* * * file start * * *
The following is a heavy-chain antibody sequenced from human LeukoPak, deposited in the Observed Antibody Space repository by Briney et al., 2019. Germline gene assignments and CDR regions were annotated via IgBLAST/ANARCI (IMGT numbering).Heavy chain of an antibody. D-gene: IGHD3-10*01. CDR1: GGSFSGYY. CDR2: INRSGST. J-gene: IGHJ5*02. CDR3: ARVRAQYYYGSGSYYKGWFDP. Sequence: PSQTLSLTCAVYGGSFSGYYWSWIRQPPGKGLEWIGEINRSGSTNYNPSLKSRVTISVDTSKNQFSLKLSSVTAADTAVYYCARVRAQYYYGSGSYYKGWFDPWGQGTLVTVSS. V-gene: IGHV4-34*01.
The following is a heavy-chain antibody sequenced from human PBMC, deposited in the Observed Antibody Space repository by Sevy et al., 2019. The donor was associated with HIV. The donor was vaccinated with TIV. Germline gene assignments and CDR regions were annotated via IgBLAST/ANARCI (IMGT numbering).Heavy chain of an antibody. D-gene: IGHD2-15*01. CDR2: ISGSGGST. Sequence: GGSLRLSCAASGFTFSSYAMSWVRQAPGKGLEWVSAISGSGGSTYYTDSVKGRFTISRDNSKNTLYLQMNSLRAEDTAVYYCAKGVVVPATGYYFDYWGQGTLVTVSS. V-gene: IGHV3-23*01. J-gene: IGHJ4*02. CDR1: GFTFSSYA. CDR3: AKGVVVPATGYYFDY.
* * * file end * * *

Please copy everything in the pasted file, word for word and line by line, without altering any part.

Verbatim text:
The following is a heavy-chain antibody sequenced from human LeukoPak, deposited in the Observed Antibody Space repository by Briney et al., 2019. Germline gene assignments and CDR regions were annotated via IgBLAST/ANARCI (IMGT numbering).Heavy chain of an antibody. D-gene: IGHD3-10*01. CDR1: GGSFSGYY. CDR2: INRSGST. J-gene: IGHJ5*02. CDR3: ARVRAQYYYGSGSYYKGWFDP. Sequence: PSQTLSLTCAVYGGSFSGYYWSWIRQPPGKGLEWIGEINRSGSTNYNPSLKSRVTISVDTSKNQFSLKLSSVTAADTAVYYCARVRAQYYYGSGSYYKGWFDPWGQGTLVTVSS. V-gene: IGHV4-34*01.
The following is a heavy-chain antibody sequenced from human PBMC, deposited in the Observed Antibody Space repository by Sevy et al., 2019. The donor was associated with HIV. The donor was vaccinated with TIV. Germline gene assignments and CDR regions were annotated via IgBLAST/ANARCI (IMGT numbering).Heavy chain of an antibody. D-gene: IGHD2-15*01. CDR2: ISGSGGST. Sequence: GGSLRLSCAASGFTFSSYAMSWVRQAPGKGLEWVSAISGSGGSTYYTDSVKGRFTISRDNSKNTLYLQMNSLRAEDTAVYYCAKGVVVPATGYYFDYWGQGTLVTVSS. V-gene: IGHV3-23*01. J-gene: IGHJ4*02. CDR1: GFTFSSYA. CDR3: AKGVVVPATGYYFDY.